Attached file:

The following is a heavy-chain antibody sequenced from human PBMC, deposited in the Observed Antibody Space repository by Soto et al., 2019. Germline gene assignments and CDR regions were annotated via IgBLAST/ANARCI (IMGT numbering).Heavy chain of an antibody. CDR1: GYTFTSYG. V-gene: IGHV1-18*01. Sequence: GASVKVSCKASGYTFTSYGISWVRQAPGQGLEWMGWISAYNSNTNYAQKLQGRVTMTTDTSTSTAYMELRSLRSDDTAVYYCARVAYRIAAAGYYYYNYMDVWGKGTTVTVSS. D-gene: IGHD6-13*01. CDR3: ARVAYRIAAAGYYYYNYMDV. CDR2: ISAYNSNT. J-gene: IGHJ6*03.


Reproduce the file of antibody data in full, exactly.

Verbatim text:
The following is a heavy-chain antibody sequenced from human PBMC, deposited in the Observed Antibody Space repository by Soto et al., 2019. Germline gene assignments and CDR regions were annotated via IgBLAST/ANARCI (IMGT numbering).Heavy chain of an antibody. CDR1: GYTFTSYG. V-gene: IGHV1-18*01. Sequence: GASVKVSCKASGYTFTSYGISWVRQAPGQGLEWMGWISAYNSNTNYAQKLQGRVTMTTDTSTSTAYMELRSLRSDDTAVYYCARVAYRIAAAGYYYYNYMDVWGKGTTVTVSS. D-gene: IGHD6-13*01. CDR3: ARVAYRIAAAGYYYYNYMDV. CDR2: ISAYNSNT. J-gene: IGHJ6*03.